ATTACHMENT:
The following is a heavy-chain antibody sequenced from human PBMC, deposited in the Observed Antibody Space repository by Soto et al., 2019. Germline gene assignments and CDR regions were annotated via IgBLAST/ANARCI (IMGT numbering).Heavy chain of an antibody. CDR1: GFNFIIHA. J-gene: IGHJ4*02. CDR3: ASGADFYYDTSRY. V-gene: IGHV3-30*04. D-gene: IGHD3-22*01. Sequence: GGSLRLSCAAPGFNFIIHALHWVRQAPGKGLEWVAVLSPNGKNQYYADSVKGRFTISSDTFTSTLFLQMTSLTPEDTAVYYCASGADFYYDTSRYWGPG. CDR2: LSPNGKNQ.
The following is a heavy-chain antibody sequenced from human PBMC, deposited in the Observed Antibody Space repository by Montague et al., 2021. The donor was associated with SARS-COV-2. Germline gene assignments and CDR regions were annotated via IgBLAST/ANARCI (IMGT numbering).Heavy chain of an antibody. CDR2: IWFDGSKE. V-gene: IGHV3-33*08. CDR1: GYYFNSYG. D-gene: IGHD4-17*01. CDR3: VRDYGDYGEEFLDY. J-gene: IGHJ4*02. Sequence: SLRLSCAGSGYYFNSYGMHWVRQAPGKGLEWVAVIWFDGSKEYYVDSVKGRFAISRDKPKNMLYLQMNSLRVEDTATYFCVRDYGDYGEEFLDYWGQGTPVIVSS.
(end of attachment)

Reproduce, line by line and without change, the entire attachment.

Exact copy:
The following is a heavy-chain antibody sequenced from human PBMC, deposited in the Observed Antibody Space repository by Soto et al., 2019. Germline gene assignments and CDR regions were annotated via IgBLAST/ANARCI (IMGT numbering).Heavy chain of an antibody. CDR1: GFNFIIHA. J-gene: IGHJ4*02. CDR3: ASGADFYYDTSRY. V-gene: IGHV3-30*04. D-gene: IGHD3-22*01. Sequence: GGSLRLSCAAPGFNFIIHALHWVRQAPGKGLEWVAVLSPNGKNQYYADSVKGRFTISSDTFTSTLFLQMTSLTPEDTAVYYCASGADFYYDTSRYWGPG. CDR2: LSPNGKNQ.
The following is a heavy-chain antibody sequenced from human PBMC, deposited in the Observed Antibody Space repository by Montague et al., 2021. The donor was associated with SARS-COV-2. Germline gene assignments and CDR regions were annotated via IgBLAST/ANARCI (IMGT numbering).Heavy chain of an antibody. CDR2: IWFDGSKE. V-gene: IGHV3-33*08. CDR1: GYYFNSYG. D-gene: IGHD4-17*01. CDR3: VRDYGDYGEEFLDY. J-gene: IGHJ4*02. Sequence: SLRLSCAGSGYYFNSYGMHWVRQAPGKGLEWVAVIWFDGSKEYYVDSVKGRFAISRDKPKNMLYLQMNSLRVEDTATYFCVRDYGDYGEEFLDYWGQGTPVIVSS.